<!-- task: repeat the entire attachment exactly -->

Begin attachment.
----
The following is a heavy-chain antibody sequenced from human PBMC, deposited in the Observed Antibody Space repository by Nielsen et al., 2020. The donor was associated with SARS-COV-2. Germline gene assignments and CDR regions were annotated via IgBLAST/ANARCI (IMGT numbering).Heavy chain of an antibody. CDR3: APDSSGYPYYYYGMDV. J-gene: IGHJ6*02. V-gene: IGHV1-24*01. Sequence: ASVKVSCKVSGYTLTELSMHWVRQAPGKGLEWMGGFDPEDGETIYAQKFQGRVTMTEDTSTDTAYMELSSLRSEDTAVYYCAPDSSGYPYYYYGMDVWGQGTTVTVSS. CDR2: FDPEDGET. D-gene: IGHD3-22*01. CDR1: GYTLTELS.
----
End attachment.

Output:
The following is a heavy-chain antibody sequenced from human PBMC, deposited in the Observed Antibody Space repository by Nielsen et al., 2020. The donor was associated with SARS-COV-2. Germline gene assignments and CDR regions were annotated via IgBLAST/ANARCI (IMGT numbering).Heavy chain of an antibody. CDR3: APDSSGYPYYYYGMDV. J-gene: IGHJ6*02. V-gene: IGHV1-24*01. Sequence: ASVKVSCKVSGYTLTELSMHWVRQAPGKGLEWMGGFDPEDGETIYAQKFQGRVTMTEDTSTDTAYMELSSLRSEDTAVYYCAPDSSGYPYYYYGMDVWGQGTTVTVSS. CDR2: FDPEDGET. D-gene: IGHD3-22*01. CDR1: GYTLTELS.